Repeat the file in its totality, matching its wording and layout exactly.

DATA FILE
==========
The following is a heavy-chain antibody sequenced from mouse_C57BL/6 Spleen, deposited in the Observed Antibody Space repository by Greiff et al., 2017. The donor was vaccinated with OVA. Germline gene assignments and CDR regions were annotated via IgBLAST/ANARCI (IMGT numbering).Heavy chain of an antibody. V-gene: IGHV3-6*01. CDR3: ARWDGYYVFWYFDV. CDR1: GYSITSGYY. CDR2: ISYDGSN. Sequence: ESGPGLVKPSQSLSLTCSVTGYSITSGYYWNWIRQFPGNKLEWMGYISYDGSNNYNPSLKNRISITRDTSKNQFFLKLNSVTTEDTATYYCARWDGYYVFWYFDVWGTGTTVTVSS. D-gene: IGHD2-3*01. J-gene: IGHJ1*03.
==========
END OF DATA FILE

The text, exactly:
The following is a heavy-chain antibody sequenced from mouse_C57BL/6 Spleen, deposited in the Observed Antibody Space repository by Greiff et al., 2017. The donor was vaccinated with OVA. Germline gene assignments and CDR regions were annotated via IgBLAST/ANARCI (IMGT numbering).Heavy chain of an antibody. V-gene: IGHV3-6*01. CDR3: ARWDGYYVFWYFDV. CDR1: GYSITSGYY. CDR2: ISYDGSN. Sequence: ESGPGLVKPSQSLSLTCSVTGYSITSGYYWNWIRQFPGNKLEWMGYISYDGSNNYNPSLKNRISITRDTSKNQFFLKLNSVTTEDTATYYCARWDGYYVFWYFDVWGTGTTVTVSS. D-gene: IGHD2-3*01. J-gene: IGHJ1*03.